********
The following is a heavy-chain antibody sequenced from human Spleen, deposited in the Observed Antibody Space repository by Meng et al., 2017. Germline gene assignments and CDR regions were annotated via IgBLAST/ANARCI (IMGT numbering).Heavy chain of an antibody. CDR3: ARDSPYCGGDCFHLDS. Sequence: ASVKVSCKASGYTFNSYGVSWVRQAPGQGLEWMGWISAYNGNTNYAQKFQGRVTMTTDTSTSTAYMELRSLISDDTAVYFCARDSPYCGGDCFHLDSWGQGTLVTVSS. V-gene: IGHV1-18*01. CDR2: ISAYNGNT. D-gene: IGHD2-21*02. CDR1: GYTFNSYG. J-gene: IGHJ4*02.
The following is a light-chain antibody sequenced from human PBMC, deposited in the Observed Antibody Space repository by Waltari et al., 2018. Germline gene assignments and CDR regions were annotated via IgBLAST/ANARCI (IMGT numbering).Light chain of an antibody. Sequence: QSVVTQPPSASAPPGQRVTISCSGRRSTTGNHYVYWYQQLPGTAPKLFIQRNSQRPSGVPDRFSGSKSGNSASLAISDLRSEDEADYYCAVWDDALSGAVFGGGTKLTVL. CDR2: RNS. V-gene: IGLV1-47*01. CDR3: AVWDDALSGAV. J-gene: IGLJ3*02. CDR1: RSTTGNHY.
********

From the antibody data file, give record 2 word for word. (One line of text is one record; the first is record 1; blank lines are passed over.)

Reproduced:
The following is a light-chain antibody sequenced from human PBMC, deposited in the Observed Antibody Space repository by Waltari et al., 2018. Germline gene assignments and CDR regions were annotated via IgBLAST/ANARCI (IMGT numbering).Light chain of an antibody. Sequence: QSVVTQPPSASAPPGQRVTISCSGRRSTTGNHYVYWYQQLPGTAPKLFIQRNSQRPSGVPDRFSGSKSGNSASLAISDLRSEDEADYYCAVWDDALSGAVFGGGTKLTVL. CDR2: RNS. V-gene: IGLV1-47*01. CDR3: AVWDDALSGAV. J-gene: IGLJ3*02. CDR1: RSTTGNHY.